Brown anoles are found from southern Georgia and Florida to the southern tip of Mexico and the Caribbean. They are native to Cuba, the Bahamas (and surrounding islands), and throughout the Caribbean, as observed beginning in the late 1800's. About 50 to 60 years ago, they came to southern Florida and Mexico and more recently, they have appeared in and colonized Hawai'i and Jamaica. Brown anoles were most likely introduced to these areas by escapes made by pets and as stowaways on planes and ships. They have most recently spread to southeastern states such as Georgia, with one isolated population even sighted in the Houston, Texas area. Georgia brown anoles were most likely brought there by hitching rides on vehicles transporting landscaping plants and on boats (i.e. up interstate highways).
Biogeographic Regions: nearctic (Introduced , Native ); neotropical (Native ); oceanic islands (Introduced )
- Parmley, D. 2002. Northernmost record of the brown anole (anolis sagrei) in Georgia. Georgia Journal of Science, 60(4): 191-193.
- University of Texas College of Natural Sciences and Texas Memorial Museum at UT Austin. 1997. "Herps of Texas - Lizards" (On-line ). Anolis sagrei. Accessed March 19, 2003 at http://www.zo.utexas.edu/research/txherps/lizards/anolis.sagrei.html.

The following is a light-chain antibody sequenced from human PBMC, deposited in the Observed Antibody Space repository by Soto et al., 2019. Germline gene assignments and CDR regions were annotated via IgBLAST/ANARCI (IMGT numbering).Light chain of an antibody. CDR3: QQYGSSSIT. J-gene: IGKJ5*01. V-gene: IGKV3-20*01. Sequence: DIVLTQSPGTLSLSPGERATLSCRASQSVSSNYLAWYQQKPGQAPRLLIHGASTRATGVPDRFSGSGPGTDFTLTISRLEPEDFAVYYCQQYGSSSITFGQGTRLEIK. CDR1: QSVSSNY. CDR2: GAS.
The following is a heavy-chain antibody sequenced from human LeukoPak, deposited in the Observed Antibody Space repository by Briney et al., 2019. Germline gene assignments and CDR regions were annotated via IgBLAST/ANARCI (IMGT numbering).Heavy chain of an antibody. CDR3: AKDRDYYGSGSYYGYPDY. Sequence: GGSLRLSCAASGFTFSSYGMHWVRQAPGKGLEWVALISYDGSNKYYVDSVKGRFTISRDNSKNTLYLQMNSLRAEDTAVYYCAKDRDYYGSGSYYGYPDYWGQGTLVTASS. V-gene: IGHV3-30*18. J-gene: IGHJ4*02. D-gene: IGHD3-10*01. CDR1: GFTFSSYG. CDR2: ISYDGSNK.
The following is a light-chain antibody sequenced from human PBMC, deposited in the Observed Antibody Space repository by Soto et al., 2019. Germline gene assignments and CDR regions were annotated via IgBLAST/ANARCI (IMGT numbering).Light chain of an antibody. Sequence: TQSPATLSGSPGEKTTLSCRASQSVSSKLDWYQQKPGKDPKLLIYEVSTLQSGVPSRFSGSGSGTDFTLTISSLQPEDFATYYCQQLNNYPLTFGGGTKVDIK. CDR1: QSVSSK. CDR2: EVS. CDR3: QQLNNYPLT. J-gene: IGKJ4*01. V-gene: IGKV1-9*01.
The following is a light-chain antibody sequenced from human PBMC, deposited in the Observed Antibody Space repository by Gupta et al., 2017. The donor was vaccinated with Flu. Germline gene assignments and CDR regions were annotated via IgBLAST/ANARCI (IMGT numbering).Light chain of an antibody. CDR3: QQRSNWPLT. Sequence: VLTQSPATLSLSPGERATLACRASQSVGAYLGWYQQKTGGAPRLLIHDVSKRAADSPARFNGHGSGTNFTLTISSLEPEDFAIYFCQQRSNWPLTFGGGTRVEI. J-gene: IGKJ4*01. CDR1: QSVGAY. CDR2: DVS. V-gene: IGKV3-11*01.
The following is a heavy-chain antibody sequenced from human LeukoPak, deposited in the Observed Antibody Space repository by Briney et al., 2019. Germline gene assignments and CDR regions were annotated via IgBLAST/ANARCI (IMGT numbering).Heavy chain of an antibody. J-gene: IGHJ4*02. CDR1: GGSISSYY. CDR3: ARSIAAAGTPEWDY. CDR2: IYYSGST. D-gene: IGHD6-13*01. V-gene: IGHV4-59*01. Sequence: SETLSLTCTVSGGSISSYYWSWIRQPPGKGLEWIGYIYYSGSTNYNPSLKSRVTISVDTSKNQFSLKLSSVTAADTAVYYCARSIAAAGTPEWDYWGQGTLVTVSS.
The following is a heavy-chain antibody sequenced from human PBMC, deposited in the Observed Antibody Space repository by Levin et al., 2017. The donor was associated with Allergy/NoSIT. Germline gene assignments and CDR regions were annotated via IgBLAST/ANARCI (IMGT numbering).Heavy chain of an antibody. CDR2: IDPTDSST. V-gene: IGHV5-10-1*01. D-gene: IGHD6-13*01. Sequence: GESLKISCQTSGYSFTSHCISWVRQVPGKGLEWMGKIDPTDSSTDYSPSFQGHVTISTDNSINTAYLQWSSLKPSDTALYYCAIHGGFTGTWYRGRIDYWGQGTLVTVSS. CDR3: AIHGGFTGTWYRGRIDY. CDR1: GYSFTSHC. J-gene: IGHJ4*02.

- UNEP & WCMC. 2003. "UNEP-WCMC Species Database" (On-line). Accessed March 21, 2003 at http://sea.unep-wcmc.org/isdb/Taxonomy/.
- Bursey, C., S. Goldberg. 2002. Seasonal variation in the helminth community of the brown anole, Anolis sagrei (Sauria: Polychrotidae), from Oahu, Hawaii. The American Midland Naturalist, 148 (2): 409-415. Accessed March 19, 2003 at http://proquest.umi.com/pqdweb?Did=000000236102201&Fmt=4&Deli=1&Mtd=1&Idx=1&Sid=1&RQT=309.
- Campbell, T. 2000. "The brown anole, Anolis sagrei" (On-line ). Institute for Biological Invasions Invader of the Month. Accessed March 19, 2003 at http://invasions.bio.utk.edu/invaders/sagrei.html.
C. Michael Hogan selected "Geographic Range" to show in Overview on "Norops sagrei (Cocteau in Duméril and Bibron, 1837)".